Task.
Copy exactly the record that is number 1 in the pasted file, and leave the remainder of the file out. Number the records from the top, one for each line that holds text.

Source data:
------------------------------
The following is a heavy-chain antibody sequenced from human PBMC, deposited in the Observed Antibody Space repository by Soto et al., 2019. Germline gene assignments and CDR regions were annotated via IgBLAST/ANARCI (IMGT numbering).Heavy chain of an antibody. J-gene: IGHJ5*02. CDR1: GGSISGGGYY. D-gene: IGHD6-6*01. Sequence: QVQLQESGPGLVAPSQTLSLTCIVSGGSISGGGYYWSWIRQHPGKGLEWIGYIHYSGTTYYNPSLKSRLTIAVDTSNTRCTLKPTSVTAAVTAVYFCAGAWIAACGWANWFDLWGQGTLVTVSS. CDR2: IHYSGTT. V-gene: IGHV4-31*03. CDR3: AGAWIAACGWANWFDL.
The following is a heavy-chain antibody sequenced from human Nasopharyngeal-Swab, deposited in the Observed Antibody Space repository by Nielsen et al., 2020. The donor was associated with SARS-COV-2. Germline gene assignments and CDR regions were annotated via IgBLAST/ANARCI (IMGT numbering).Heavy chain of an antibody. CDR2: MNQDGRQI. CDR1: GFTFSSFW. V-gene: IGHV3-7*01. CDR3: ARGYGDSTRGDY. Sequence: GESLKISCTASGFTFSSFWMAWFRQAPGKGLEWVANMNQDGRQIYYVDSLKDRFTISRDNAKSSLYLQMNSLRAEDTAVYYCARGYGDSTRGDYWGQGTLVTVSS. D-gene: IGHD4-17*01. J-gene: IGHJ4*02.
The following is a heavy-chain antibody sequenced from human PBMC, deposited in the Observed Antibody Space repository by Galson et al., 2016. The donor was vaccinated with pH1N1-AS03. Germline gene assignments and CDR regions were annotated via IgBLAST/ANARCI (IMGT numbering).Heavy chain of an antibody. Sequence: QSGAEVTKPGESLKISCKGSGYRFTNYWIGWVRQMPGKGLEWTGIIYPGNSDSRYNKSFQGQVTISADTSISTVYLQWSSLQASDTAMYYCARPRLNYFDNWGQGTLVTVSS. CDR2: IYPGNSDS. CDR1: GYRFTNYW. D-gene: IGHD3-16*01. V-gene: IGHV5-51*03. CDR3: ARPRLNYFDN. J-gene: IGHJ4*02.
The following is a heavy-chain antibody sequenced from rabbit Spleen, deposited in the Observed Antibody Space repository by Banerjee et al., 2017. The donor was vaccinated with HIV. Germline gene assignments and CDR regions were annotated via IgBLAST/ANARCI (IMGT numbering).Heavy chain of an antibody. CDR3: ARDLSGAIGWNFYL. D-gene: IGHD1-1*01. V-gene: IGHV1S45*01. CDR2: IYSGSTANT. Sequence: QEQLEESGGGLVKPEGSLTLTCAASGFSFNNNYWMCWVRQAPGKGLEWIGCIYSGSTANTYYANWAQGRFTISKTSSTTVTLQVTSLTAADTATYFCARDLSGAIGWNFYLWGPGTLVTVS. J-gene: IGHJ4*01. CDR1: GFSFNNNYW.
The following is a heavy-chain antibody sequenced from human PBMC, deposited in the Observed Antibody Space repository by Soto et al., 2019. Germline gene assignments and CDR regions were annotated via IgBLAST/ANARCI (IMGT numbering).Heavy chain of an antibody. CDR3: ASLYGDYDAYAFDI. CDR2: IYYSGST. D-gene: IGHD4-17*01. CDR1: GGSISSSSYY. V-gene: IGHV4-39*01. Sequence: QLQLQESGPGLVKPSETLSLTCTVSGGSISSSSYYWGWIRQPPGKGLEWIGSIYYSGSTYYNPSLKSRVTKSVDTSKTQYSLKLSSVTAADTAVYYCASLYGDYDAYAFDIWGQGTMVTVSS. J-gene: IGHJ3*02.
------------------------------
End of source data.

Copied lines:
The following is a heavy-chain antibody sequenced from human PBMC, deposited in the Observed Antibody Space repository by Soto et al., 2019. Germline gene assignments and CDR regions were annotated via IgBLAST/ANARCI (IMGT numbering).Heavy chain of an antibody. J-gene: IGHJ5*02. CDR1: GGSISGGGYY. D-gene: IGHD6-6*01. Sequence: QVQLQESGPGLVAPSQTLSLTCIVSGGSISGGGYYWSWIRQHPGKGLEWIGYIHYSGTTYYNPSLKSRLTIAVDTSNTRCTLKPTSVTAAVTAVYFCAGAWIAACGWANWFDLWGQGTLVTVSS. CDR2: IHYSGTT. V-gene: IGHV4-31*03. CDR3: AGAWIAACGWANWFDL.